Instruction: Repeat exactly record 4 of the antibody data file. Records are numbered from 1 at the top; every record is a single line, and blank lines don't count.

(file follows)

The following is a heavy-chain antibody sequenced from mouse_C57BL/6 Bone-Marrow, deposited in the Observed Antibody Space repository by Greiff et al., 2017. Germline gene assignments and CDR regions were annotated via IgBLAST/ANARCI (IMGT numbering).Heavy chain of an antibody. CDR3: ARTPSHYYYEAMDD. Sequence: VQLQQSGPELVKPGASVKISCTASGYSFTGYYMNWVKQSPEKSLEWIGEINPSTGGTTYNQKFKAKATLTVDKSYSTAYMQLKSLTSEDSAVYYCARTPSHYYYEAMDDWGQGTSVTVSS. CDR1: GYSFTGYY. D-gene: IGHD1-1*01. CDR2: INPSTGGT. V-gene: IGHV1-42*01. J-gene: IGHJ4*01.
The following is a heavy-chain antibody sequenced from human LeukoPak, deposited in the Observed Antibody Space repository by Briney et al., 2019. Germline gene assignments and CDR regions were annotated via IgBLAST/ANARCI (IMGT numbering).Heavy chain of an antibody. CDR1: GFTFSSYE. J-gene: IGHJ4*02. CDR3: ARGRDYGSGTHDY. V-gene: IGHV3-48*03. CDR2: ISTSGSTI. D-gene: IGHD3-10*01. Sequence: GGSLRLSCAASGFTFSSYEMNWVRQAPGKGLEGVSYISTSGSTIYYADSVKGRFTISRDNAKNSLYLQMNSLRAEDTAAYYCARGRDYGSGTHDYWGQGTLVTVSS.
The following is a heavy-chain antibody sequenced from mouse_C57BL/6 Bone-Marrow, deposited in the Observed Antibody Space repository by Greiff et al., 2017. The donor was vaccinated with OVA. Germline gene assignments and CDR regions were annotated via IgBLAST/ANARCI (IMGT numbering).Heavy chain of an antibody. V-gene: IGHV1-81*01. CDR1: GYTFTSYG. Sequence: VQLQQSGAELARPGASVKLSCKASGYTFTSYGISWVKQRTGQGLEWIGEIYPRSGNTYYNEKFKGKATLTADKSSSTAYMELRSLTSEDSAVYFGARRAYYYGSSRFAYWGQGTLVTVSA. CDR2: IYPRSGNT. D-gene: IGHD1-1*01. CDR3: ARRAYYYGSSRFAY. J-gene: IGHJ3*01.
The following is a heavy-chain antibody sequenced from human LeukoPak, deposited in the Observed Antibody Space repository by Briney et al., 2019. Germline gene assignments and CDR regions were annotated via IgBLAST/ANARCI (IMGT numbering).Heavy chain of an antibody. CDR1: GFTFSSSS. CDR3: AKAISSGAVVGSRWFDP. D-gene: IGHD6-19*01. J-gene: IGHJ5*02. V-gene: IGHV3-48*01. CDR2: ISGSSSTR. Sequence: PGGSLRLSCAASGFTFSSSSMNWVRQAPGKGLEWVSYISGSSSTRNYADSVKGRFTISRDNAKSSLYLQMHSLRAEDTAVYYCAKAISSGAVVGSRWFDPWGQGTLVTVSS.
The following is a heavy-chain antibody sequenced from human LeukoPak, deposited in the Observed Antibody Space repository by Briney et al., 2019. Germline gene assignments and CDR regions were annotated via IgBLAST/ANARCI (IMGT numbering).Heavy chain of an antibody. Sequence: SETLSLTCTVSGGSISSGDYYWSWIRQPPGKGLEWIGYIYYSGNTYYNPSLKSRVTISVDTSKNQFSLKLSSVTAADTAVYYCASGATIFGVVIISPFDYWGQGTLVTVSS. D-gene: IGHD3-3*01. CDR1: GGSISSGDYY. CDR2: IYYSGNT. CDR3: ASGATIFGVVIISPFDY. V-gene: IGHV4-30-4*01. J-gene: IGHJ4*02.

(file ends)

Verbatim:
The following is a heavy-chain antibody sequenced from human LeukoPak, deposited in the Observed Antibody Space repository by Briney et al., 2019. Germline gene assignments and CDR regions were annotated via IgBLAST/ANARCI (IMGT numbering).Heavy chain of an antibody. CDR1: GFTFSSSS. CDR3: AKAISSGAVVGSRWFDP. D-gene: IGHD6-19*01. J-gene: IGHJ5*02. V-gene: IGHV3-48*01. CDR2: ISGSSSTR. Sequence: PGGSLRLSCAASGFTFSSSSMNWVRQAPGKGLEWVSYISGSSSTRNYADSVKGRFTISRDNAKSSLYLQMHSLRAEDTAVYYCAKAISSGAVVGSRWFDPWGQGTLVTVSS.